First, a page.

posted on April 15, 2015 21:29
Those who like hunting in the state of Missouri will be very pleased come the next hunting season. The regulations that prevented hunters from harvesting the game bird in the lower half of the state have been amended and now pheasant hunters can practice the sport in any part of the state.
The recently released 2015 Summary of Missouri Hunting and Trapping Regulations booklet announced the new regulations.
The state’s pheasant hunting weekend starts on the weekend of October 24-25 with a youth only weekend. The regular season follows from November 1 and continues through until January 15, 2016.
Restrictions on the harvest still remain in place in the state. Only male birds can be harvested and the daily bag limit is still limited to two. Hunters will also be kept to a possession limit of four. There are a number of valid permits, including the Daily Small Game Hunting, Small Game Hunting and Fishing or Small Game Hunting permits.
The previous restrictions on pheasant hunting were that hunters could only practice their sport in the counties north of Interstate 70 and a portion of St Charles County. There was also a southeast zone consisting of Dunklin, New Madrid, Pemiscot and Stoddard counties, where pheasants could be hunted.
According to state official Beth Emmerich, the increase in available hunting land will make it easier for hunters to understand the harvest rules but will not have a massive impact on the overall pheasant populations.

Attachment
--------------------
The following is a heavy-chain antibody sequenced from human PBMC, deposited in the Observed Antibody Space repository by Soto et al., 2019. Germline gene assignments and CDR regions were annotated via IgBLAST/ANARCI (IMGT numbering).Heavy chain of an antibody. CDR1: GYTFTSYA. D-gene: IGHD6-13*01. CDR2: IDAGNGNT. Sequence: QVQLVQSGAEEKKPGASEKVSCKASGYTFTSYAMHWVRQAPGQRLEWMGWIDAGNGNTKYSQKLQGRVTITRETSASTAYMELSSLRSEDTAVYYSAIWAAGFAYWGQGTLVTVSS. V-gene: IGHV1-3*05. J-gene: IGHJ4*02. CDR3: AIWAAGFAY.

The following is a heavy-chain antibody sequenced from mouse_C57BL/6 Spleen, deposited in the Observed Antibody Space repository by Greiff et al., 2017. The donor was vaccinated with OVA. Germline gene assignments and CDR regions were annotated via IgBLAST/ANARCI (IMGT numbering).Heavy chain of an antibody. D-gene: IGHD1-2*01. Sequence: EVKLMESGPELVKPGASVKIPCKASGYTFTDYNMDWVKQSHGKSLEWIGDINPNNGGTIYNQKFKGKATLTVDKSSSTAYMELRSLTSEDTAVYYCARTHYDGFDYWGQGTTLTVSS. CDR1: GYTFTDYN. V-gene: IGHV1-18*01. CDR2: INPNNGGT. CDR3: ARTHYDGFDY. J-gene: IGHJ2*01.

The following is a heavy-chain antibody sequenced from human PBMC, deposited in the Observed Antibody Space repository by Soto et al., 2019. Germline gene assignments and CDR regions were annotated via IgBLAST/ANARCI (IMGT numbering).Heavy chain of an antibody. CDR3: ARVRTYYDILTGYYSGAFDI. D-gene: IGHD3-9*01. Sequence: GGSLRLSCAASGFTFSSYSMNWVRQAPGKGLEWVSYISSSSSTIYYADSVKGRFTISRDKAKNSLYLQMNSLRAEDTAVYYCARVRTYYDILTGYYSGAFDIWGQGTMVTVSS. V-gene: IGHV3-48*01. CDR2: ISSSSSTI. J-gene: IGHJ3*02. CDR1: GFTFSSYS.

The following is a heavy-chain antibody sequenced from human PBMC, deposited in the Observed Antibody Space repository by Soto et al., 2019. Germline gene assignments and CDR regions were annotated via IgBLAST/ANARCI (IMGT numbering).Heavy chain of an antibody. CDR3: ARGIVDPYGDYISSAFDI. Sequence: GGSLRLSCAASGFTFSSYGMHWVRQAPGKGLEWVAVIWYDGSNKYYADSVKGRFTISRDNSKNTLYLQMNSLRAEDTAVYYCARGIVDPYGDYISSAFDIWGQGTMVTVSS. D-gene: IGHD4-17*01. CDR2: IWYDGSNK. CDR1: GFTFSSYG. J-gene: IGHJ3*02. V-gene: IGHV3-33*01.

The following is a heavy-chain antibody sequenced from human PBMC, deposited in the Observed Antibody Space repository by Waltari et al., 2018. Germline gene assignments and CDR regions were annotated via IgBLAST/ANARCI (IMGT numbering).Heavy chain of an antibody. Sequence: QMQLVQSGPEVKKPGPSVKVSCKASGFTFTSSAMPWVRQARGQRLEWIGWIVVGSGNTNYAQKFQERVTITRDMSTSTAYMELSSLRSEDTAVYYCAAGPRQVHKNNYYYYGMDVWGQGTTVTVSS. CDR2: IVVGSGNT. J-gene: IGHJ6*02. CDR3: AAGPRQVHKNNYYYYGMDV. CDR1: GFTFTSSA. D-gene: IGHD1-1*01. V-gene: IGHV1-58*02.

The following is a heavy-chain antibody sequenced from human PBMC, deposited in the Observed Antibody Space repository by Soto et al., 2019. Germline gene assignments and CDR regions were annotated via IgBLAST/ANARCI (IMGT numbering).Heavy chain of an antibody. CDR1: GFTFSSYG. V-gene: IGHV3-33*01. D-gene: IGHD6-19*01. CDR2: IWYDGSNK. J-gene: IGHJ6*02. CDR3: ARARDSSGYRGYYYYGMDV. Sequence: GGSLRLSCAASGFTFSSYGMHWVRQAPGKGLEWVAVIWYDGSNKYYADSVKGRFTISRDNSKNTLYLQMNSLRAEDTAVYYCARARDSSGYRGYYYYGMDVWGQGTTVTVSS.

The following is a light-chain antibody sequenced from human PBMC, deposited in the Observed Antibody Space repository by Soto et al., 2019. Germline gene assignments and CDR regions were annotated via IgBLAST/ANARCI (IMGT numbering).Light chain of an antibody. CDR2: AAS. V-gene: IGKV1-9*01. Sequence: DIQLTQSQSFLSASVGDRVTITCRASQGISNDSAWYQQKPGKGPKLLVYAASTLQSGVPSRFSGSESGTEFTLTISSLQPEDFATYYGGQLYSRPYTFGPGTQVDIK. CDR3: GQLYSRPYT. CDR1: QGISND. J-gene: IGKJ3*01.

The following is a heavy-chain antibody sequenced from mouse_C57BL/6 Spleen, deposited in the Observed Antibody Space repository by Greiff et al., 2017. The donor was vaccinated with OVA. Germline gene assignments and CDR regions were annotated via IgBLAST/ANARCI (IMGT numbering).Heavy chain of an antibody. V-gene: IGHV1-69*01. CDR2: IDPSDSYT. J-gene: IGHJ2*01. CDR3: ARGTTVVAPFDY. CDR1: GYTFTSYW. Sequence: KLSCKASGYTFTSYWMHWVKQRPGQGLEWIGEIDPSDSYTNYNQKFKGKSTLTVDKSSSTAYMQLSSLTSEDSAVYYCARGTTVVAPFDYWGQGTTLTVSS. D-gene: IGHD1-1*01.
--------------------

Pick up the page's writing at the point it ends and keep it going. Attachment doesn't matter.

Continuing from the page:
“Hens are protected from harvest and one rooster often mates with multiple hens. Our rooster-only hunting season has very little impact on overall population size and growth,” Emmerich stated when announcing the changes to the hunting laws. “Habitat is what’s key for developing and maintaining wildlife numbers, including game birds such as pheasants and quail. Pheasant populations improve with ample nesting and brood-rearing habitat, including open grassy and agricultural fields.”
Emmerich also noted that not all areas of the state have pheasants. According to her, the Northwest of the state has the largest population but some areas just don’t have the right habitat for the bird to flourish.
Have you hunted in Missouri? Would you go now it is legal across the state?
Let us know in the comments below.